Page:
Can hold moisture well to maintain humidity
Is biodegradable
Easy to burrow for egg laying females
Easy for any loose digging feeder insects to hide
Can get smelly if not looked after properly
Not good for planting

I do not recommend this as it’s similar to eco earth which is a more superior substrate.

Moss
Dried moss that is placed on the bottom of the enclosure.Maintains moisture well for humidity purposes
Easy to remove and is biodegradable
Can get mouldy very easily
Is a harbour for bacteria
Female cannot dig into for laying eggs
Creates horrible smell if not changed regularly
Definitely not. It’s smelly, gets mouldy easily and harbours bacteria too easily.

Bark
Dried pieces of organic bark.Easy to installToo easy to cause impaction
Easy for feeder insects to hide
Harbours bacteria
Can smell and easily become mouldy

Possibly the worst one. I’d be far too worried about a piece of it getting stuck in my chameleon’s digestive system. Not to mention crickets hiding in it and bacteria. Definite no no!


Eco Earth
Organic earth made from coconut shellCan hold moisture well to maintain humidity
Is biodegradable
Easy to burrow for egg laying females
Easy to install
Great for planting live plants directly
Easy to dig in for egg laying females
Easy for any loose digging feeder insects to hide
Can get smelly and mouldy if not looked after properly
Can turn a bit bog like if not drained properly

I am cautiously recommending this one but only for a more confident keeper as it’s great for an enclosure where plants are directly planted into the soil.
If you’re just starting out I would skip this for now and use potted plants.


Coconut Fiber
A fibrous mat like substrate similar to soft mats found in kids’ playgrounds.Holds moisture well for humidity
Easy to install
Biodegradable
Cushions any falls well
Can get smelly
Fibres can become loose
Very poor for planting

I don’t recommend for similar reasons to the coconut brick. Eco earth would be my choice for coconut based substrate.


Sand
A calcium sand mixtureNone that I can think ofMost pet chameleons are tree dwelling species in forests. Sand isn’t their natural environment
Can confuse you with calcium suppliment regimes leading to over supplimentation
Some chameleons eat dirt at times but eating sand may cause more harm and risk impaction
Very difficult to clean

A big fat no from me. Completely unnecessary when much better options are available. The only use I see for it is mixing it with eco earth for better drainage purposes.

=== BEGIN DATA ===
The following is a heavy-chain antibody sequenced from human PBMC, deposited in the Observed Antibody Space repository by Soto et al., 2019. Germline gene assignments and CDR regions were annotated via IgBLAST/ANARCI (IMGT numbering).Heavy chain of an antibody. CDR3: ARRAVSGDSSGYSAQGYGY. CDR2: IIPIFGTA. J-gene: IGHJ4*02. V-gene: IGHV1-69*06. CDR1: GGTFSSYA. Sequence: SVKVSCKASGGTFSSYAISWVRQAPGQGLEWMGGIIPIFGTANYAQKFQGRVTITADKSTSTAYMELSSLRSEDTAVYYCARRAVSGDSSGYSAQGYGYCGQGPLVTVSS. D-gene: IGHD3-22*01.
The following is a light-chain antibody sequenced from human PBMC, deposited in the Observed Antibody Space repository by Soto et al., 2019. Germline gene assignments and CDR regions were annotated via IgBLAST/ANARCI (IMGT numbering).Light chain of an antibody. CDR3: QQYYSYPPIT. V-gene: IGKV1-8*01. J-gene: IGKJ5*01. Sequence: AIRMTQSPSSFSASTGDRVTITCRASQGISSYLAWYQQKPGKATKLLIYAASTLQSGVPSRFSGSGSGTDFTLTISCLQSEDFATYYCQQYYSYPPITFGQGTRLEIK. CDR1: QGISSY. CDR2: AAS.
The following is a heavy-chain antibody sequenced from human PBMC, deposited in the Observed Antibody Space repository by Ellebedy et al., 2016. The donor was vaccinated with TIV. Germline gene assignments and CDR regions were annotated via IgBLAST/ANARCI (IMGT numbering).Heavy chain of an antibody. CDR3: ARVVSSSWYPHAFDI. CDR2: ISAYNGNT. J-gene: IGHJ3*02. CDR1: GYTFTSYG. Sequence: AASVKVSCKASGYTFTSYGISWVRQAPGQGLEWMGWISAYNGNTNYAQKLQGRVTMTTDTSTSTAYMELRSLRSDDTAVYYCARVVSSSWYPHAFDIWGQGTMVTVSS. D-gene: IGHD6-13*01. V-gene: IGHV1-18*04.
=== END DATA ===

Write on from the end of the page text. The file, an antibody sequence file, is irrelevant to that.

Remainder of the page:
Smooth Stones
Smooth stonesNo risk of smelling
Looks great, particularly when wet
No burrowing insects
No need to clean
Can’t plant plants directly into enclosure
No way for egg laying female to dig
No cushion for chameleon fall

Definitely recommend this one. Easy to install, no bad smells or risk of mould, minimal bacteria risk. Just make sure stones are large enough so that your chameleon can’t accidentally swallow them.


Paper Towels
The humble roll of paper towelsVery easy to install
Very easy to clean
Absorbs water well
Doesn’t harbour bacteria
No place for feeder insects to hide
No risk of impaction
No place for egg laying female to dig
Looks a bit sterile
Can look messy if not cleaned regularly

Saving the best until last. It might not look the best but this is the easiest and most worry free substrate option of them all. It’s perfect for a beginner chameleon keeper or for anyone who just doesn’t want to worry about the hassle of dealing with other types of substrate and what effect it might have on the chameleon. This is my top choice.

The best substrate for your chameleon

Really this comes down to personal choice. My recommendation, for a beginner keeper at least, is the plain and humble paper towel. It’s very hard to get this choice wrong and puts your mind at rest. The stones are a close second for very similar reasons and they look better.

If you’re feeling more confident though the eco earth is a good bet to get a really natural look going. It also has the added benefit of your chameleon’s own personal clean up crew as there will be little bugs and bacteria in there to recycle any waste and fertilize the plants if you’ve directly planted them. Personally, as a new keeper, I’d worry too much about infection but if/when I get a new chameleon I would seriously consider using eco earth.

As you can see I have mentioned difficulties for female chameleons digging to lay their eggs. This can easily be overcome by providing laying bins for her if you have a female and will be talked about more in future articles. I just thought it a good idea to mention as these things should be taken into consideration when choosing a substrate.

I also wouldn’t worry about a substrate’s ability to hold moisture for humidity purposes. Most chameleon species in captivity only require around 50% humidity and this is easily achieved with regular mistings and live plants but again, these things need to be considered for substrate.

That’s it for this post! I hope you found it useful and it has put your worries at ease. Any questions or comments you have then please leave them below and I will do my best to answer them.